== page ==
AS a golfer and someone who respects women and human relationships, I do not share Alison Rowat’s rose-tinted view of Tiger Woods’s return to form ("Why Tiger the comeback kid is a sight to shout about", The Herald, April 18).

I was originally a fan but his behaviour in his private life and on the golf course turned me against him a long time ago. His former antics are well documented, what is possibly less well known was his disgusting behaviour on the course. His arrogance, club-throwing, spitting and particularly his use of bad language in front of everyone, including children, was totally unacceptable. There is plenty of TV evidence available.

He mellowed only when his form deserted him.

Ms Rowat’s comment about him being "unfairly held to higher standards" is wildly off the mark and her inferences about racism displays an ignorance of the subject.


32 Dunlin,

East Kilbride.

Priorities for a fixed link

THE idea of a fixed link for Corran ("Work under way to design bridge replacement for Corran Ferry", The Herald, April 16) is an excellent one and the principle of replacing ferry crossings with fixed links where possible has been pursued in Norway to the great benefit of the rural population.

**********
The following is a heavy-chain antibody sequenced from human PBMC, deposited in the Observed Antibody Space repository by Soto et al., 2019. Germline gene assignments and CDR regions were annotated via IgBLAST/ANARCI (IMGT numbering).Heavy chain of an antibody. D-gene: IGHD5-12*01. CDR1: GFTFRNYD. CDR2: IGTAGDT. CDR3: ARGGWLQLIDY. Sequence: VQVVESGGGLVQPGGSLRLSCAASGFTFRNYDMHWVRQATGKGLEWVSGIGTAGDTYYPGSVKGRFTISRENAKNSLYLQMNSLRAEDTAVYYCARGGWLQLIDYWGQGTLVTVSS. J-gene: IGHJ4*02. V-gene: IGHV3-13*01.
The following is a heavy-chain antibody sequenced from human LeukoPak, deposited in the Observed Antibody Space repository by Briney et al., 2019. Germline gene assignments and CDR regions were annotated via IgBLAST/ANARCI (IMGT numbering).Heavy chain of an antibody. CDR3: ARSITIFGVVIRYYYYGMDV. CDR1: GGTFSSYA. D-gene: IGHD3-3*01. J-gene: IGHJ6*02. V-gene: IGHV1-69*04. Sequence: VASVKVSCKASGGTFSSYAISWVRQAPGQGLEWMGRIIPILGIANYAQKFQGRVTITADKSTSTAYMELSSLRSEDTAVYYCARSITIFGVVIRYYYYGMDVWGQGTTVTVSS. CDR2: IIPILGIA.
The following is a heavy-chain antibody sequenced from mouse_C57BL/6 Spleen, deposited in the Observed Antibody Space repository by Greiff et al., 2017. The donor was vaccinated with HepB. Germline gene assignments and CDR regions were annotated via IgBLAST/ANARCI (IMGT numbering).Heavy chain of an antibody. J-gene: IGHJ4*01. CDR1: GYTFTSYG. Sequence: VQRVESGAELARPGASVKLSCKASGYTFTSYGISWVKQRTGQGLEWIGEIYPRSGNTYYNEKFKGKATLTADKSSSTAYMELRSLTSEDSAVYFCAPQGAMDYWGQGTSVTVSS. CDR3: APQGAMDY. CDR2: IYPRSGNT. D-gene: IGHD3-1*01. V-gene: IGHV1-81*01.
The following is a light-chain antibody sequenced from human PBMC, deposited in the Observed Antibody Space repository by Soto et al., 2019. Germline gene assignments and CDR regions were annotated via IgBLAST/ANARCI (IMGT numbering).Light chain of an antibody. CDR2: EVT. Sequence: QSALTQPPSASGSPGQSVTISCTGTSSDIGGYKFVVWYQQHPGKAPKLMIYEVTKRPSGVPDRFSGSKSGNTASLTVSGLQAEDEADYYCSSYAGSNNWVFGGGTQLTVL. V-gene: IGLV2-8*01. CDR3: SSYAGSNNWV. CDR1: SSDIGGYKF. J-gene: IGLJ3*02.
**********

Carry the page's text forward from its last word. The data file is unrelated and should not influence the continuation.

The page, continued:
It is a policy I am in favour of the Government repeating here, especially in light of long-term population decline and the expressed wish of local and national government to reverse this. My only question is the matter of priority. On the basis of number of passengers and vehicles conveyed the crossing between Gourock and Dunoon/Hunters Quay warrants a fixed link at least as quickly as Corran.

David Bradshaw,

The Gantocks, Shore Road, Kilcreggan, Helensburgh.

Culloden is done and dusted

YOU have carried a debate on how near a miss a Jacobite victory at Culloden was or was not, depending on the point of view of the correspondent (Letters, April 13, 16 & 18). Can I simply say to all who wrote on the subject: who cares? Arguing about it won’t change the outcome: the fact remains, the Hanoverians won. In any case, and I don’t want to add fuel to the fire but, the Jacobite goose was well and truly cooked in December 1745, at Derby. He who hesitates is lost: just saying.

Arguing about the outcome of events that cannot be changed strikes me as being pointless. My old boss was wont to say when things didn’t go according to plan, we are where we are. I’ve no doubt Prince Charles Edward Stuart uttered the 18th century version of that phrase, whilst rifling through Flora MacDonald’s wardrobe for a dress in his size, and reflecting on what might have been.

James Stuart Brennan (no relation),

37 Netherburn Avenue, Glasgow.

Needled by the measles agitators

THE issue concerning measles ("Anti-vaccine row fuelling measles crisis, WHO warns", The Herald, April 17), is a consequence of a small group of people being allowed to hijack the narrative, thus causing a panicked response to a few very tragic incidents of reaction to the available vaccination.

Francis Deigman,

12 Broomlands Way, Erskine.